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Nintendo needs to learn 5 key lessons if it wants the Switch Pro to compete

With the imminent arrival of the PS5 and the Xbox Series X, all eyes are on Nintendo, with gaming fans queuing up to see how the video-game titan will future-proof itself in the next generation of consoles.

On the one hand there’s plenty to get excited about. When it comes to releasing newer versions of established consoles, Nintendo traditionally sets the bar incredibly high. The DS Lite was a much needed style overhaul for the previously chunky dual-screen system, and more recently the Nintendo Switch Lite has been a beacon for gamers who haven’t been able to get their hands on a full-fat Switch during the ongoing pandemic.

But its track record releasing power-house hardware is at best spotty, which is why I’m slightly nervous about fresh rumblings the firm’s next release will be a Nintendo Switch Pro.

This is because Nintendo’s never been a “cutting edge” tech company when it comes to graphical performance, it’s always focused on innovative “experiences” instead. But, that doesn’t mean the Pro’s without hope. In fact, it could be one of 2020’s biggest and best releases, if Nintendo learns these five key lessons.

1. Don’t let the Switch Pro be a physical paywall to exclusive titles

This is something that relates directly to Nintendo’s last attempt at a hardware upgrade: the New Nintendo 3DS. The console was a 1.5 upgrade similar in kind to the  PS4 Pro and Xbox One X. But it suffered two fatal flaws. First, there was a shortage of games taking advantage of the more powerful hardware. Second, what few did, were exclusive titles that wouldn’t run on the original console. This caused a lot of friction with the console’s player base.

Nintendo can’t repeat these mistakes on the Switch Pro. Rather than treating it like a new console with its own series of exclusives, the Switch Pro should be complementary to the existing ecosystem, offering players the best means possible of experiencing classic titles likes Breath of the Wild or Animal Crossing: New Horizons.

Related: PS5 vs Xbox Series X

2. Offer 4K support

It’s obvious by now that Nintendo doesn’t consider itself to be competing with Sony and Microsoft directly, and that the Nintendo Switch consoles exist in a separate vacuum, but that doesn’t mean that the tech utilised by those consoles is any different. 4K TVs are cheaper – and more widely adopted – than they’ve ever been, which is why it’s jarring that in 2020, Nintendo’s latest console still doesn’t cater to the higher resolution format.

It’s fine if Nintendo doesn’t want to compete with the PS5 and Xbox Series X where hardware is concerned, but there does need to be some level of compatibility with the latest home entertainment, otherwise the Switch Pro might run the risk of feeling like the dinosaur in the room, much like the Nintendo Wii did during the PS3 and Xbox 360 era.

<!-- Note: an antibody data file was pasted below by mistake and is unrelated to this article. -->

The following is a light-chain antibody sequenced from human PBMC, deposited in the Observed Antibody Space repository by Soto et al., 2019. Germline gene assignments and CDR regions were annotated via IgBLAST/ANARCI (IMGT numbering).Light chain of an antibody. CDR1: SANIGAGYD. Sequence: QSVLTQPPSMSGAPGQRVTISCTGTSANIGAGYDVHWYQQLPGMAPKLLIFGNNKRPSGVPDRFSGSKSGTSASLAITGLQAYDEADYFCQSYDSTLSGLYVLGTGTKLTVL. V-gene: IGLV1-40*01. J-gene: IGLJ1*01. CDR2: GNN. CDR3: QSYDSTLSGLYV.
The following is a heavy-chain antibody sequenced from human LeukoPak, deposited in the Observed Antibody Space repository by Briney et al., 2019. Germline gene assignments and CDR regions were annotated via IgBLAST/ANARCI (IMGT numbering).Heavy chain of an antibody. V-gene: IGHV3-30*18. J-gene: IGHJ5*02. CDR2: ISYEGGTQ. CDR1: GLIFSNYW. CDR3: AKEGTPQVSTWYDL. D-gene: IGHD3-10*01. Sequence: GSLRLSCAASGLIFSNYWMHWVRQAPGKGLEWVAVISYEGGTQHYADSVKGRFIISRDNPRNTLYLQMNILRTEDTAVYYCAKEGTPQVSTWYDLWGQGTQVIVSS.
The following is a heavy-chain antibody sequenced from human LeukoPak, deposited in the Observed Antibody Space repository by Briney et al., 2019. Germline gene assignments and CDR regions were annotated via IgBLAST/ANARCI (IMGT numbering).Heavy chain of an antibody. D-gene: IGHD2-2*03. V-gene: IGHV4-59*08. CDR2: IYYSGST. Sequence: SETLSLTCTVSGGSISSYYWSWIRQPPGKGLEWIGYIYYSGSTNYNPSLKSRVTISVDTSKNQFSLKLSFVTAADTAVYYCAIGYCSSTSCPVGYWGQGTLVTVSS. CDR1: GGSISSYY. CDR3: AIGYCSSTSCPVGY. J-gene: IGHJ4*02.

3. Include bluetooth support

To be fair, this is an issue that all concerned parties could use some help with. At present, some bluetooth headphones are compatible with the PS4 Pro, but neither the Nintendo Switch nor the Xbox One X have yet to benefit from such a luxury, leaving users to rely on wired headphones up until now.

As someone who prefers diverting audio through speakers when playing at home, the Xbox One X’s shortcomings are at least forgivable, but the inability to connect bluetooth headphones to a Switch in handheld mode has actively put me off playing the console on the go. The Switch is already a hefty device, but if you start incorporating tangled headphones into the mix, it just becomes a cumbersome mess that’s not worth the hassle. The fact that several manufacturers have tried producing workarounds to this issue tells you just how high the demand is for this fix, so here’s hoping the Switch Pro delivers.

Related: PS4 Pro vs Xbox One X

4. Boost the internal memory

32GB? Every time I read that on the Switch’s spec sheet I almost faint. Even Apple – the stingiest of all companies when it comes storage capacity – has eradicated the 32GB offering from its smartphone range. It wasn’t long after buying my own Switch that I also laid down some cold hard cash on a 200GB MicroSD, which very soon won’t be enough and will require yet another upgrade. Knowing that games were only going to get bigger, Sony and Microsoft future-proofed the PS4 Pro and Xbox One X by setting a 1TB hard drive as the standard.

Now of course, I don’t expect a portable console to match those specs, but 32GB is just laughable, particularly as it’s not enough to hold some of the Switch’s larger titles. Something closer to 128GB/256GB should do the trick.

5. UI overhaul

Even though the Xbox One’s UI has been the butt of many jokes, you have to hand it to Microsoft in that the company at least tries to aim towards something better through numerous overhauls. Sony was lucky enough to hit the PS4’s UI out of the park on the first try (although I still miss the ingenious simplicity of the PS3’s offering), so it’s almost exactly the same as it was upon release. Nintendo on the other hand still has some explaining to do.

At the time of the Switch’s release, I was so excited to get my hands on Breath of the Wild that I gave the console’s bare-bones UI a pass, expecting it to change somewhere down the line, most likely to coincide with the release of a new Virtual Console. Well, it’s over three years later and there’s no UI update, or Virtual Console in sight. Come on Nintendo, even just a design tweak would make a huge difference to the overall feel of the Switch Pro.

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